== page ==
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Nonfiction Matters
Inside Nonfiction Matters

Eden Ross Lipson and the TBR

One More Friend Gone

I learned this morning that Eden Ross Lipson had died http://tinyurl.com/ry43dw. Eden was the longtime editor of reviews of books for young readers in the New York Times Book Review. She was the doyenne (I just looked it up, the female form of "doyen": "a person uniquely skilled by long experience in some field") of all matters related to children and books at the Times. Though it was just a bit before my time, older editors I met told me that the reputation of the TBR (Times Book Review) had suffered under George Woods, who was thought to be too cosy with his friends in publishing. Eden came in like something between a wild west sheriff and Victorian queen to establish a reign of elegance, propriety (not to say prissy in taste, but ethics and standards in the conduct of the TBR), and one might even say distant majesty to the review. To be reviewed in the TBR, to have a book selected on its 10 Best Illustrated Books, was to join, for that moment the world of the Times itself — intellectual, gifted with taste, yet urban, wise about the world. Eden always hosted the 10 Best ceremony, as waiters brought around chilled shrimp she would talk about the work of the committees, the glories of the winners, but also always about how many books were to given away and used in schools.

As I write this Eden is sounding more Upper East Side than she was. After she retired I ran into her at some lefty play in the East Village — I think she lived near there. Her son, I recall her telling me, was a big fan of Stephen Sondheim and his brilliant/challenging lyrics. She was all of what New York is, not really Upper Crust at all. If I can think of one children’s author who most reminds me of Eden’s TBR it is Karla Kuskin, or maybe the line quality of Peter Sis.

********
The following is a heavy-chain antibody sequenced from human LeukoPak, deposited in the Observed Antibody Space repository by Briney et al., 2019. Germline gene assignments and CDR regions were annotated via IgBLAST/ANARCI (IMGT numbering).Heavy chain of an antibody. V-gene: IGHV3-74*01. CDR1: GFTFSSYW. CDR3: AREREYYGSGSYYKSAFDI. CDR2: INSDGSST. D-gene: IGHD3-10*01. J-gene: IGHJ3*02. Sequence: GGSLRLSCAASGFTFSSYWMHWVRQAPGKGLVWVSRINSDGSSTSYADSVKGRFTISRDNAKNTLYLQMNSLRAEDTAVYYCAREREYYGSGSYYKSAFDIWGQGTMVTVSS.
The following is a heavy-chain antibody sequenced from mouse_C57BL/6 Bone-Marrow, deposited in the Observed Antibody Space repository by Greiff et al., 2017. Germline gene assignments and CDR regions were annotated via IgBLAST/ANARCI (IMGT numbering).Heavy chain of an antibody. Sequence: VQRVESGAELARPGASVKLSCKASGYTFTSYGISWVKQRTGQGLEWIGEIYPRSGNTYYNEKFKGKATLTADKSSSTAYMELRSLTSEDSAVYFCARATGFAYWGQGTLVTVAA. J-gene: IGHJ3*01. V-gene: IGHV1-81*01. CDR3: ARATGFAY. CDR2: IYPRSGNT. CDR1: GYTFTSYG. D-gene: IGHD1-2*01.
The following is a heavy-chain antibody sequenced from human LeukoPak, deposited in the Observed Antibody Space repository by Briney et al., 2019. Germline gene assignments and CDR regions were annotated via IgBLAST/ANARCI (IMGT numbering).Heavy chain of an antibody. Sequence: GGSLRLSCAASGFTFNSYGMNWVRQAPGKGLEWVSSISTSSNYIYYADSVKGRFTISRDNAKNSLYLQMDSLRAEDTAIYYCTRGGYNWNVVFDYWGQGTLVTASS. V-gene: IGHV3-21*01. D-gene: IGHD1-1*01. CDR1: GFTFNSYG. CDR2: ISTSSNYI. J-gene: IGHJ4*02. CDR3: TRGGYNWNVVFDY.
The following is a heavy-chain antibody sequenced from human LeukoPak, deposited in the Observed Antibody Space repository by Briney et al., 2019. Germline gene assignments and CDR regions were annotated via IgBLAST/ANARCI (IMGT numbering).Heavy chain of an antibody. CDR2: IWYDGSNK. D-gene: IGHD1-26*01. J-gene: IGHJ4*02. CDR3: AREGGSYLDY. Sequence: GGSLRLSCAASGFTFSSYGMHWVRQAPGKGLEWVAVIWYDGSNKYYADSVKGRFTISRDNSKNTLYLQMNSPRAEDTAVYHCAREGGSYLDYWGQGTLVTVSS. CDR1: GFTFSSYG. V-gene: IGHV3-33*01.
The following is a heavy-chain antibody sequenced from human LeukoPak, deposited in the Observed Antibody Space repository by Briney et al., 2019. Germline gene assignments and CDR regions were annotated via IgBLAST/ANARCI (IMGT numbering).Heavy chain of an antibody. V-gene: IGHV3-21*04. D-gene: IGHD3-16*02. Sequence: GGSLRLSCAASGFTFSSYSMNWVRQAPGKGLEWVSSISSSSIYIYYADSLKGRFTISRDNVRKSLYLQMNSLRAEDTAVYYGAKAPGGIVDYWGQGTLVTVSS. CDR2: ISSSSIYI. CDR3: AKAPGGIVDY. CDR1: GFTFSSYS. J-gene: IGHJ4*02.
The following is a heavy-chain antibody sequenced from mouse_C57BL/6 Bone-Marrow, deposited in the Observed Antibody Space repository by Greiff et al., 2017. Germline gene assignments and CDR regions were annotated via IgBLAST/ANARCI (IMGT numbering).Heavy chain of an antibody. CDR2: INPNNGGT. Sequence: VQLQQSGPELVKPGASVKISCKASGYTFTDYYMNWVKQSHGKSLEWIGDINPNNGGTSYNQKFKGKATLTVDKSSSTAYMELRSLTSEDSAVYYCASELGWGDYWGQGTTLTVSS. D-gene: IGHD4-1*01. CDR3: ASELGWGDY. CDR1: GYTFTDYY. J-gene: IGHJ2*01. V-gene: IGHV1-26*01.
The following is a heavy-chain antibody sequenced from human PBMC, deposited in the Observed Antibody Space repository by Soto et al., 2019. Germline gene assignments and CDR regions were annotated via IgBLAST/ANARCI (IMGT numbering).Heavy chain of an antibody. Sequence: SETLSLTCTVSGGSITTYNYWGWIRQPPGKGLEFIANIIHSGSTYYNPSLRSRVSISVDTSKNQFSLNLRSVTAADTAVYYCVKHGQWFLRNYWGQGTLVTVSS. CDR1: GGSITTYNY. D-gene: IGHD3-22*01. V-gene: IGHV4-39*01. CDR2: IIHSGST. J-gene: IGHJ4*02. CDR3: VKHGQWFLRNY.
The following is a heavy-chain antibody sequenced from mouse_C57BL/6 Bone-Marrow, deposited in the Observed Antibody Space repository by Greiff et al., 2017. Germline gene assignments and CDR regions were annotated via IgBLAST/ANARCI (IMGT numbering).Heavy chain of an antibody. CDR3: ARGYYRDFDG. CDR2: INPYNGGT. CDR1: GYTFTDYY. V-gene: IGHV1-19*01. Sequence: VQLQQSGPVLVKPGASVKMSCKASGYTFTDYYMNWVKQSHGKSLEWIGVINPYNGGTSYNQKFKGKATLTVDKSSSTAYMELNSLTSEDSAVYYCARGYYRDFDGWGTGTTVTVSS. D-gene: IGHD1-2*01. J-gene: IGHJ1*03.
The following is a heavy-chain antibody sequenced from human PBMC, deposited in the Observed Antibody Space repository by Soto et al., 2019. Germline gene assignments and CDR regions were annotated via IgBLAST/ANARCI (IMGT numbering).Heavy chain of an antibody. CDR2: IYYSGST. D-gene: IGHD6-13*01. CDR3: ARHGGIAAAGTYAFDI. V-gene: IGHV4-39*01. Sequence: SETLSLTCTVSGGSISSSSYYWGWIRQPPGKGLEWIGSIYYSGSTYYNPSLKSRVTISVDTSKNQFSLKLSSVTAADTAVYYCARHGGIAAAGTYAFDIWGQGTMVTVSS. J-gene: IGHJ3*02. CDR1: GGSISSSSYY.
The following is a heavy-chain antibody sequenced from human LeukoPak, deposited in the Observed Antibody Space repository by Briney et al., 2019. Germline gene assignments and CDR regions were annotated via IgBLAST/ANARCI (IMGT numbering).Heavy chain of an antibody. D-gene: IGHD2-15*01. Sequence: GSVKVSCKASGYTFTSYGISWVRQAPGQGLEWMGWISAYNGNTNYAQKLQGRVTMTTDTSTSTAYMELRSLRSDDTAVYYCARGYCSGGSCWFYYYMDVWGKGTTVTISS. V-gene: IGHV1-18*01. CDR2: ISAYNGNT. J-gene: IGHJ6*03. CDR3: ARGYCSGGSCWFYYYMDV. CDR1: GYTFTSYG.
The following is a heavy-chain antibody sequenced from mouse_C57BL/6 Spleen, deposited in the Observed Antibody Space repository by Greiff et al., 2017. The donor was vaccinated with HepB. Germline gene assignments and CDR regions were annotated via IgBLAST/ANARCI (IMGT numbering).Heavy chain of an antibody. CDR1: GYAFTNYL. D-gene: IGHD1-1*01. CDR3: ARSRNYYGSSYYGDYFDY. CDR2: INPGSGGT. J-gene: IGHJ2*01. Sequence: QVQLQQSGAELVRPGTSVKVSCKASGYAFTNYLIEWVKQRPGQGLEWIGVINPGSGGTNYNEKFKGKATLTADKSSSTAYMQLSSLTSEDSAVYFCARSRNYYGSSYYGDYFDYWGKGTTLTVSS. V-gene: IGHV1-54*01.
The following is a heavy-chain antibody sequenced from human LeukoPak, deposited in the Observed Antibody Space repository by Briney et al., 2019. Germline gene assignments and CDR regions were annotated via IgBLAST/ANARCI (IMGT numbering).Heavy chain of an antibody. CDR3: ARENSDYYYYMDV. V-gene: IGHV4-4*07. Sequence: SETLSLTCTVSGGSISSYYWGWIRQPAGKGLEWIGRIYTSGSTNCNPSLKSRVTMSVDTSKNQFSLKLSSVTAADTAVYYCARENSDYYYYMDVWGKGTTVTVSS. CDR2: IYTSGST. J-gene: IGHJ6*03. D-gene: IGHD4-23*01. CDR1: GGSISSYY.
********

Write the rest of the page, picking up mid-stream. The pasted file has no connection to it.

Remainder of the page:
Eden and I had a long-running disagreement, which actually was not between her and me so much as between the TBR and the YA world. I was also asking for more reviews of books for teenagers. She (as well as Charles McGrath, then overall editor of the Review) said that their real readership was grandparents looking to select gifts for younger kids — which also meant the few children’s publishers who supported the Review with ads were pushing big holiday gift books. They were surely right. But I always felt that the TBR also defined — and wanted the role of defining — what good literature was. It set a standard, and by not reviewing much YA, they implied it was not deserving of serious attention. That dispute faded — YA rose in the world, in stores, and in the pages of the TBR. But, at the same time, book reviews all across the nation have faded, the TBR has shrunk, publishers buy even fewer ads. Julie Just now runs the children’s section, and she has the benefit of Eden’s long reign: she no longer has to clean up Dodge City — the Review’s reputation is in tact. She seems open to reviewing all manner of books, but like all journalists, especially book reviewers, she has fewer pages, less opportunity, and the shadow of a changing digital world.

So yet another goodbye, this time to Eden. Strange in a way — Craig the publisher, Eden the reviewer – they were an era together, and passed away together. Goodbye.

Comments

  1. Wonderful to read!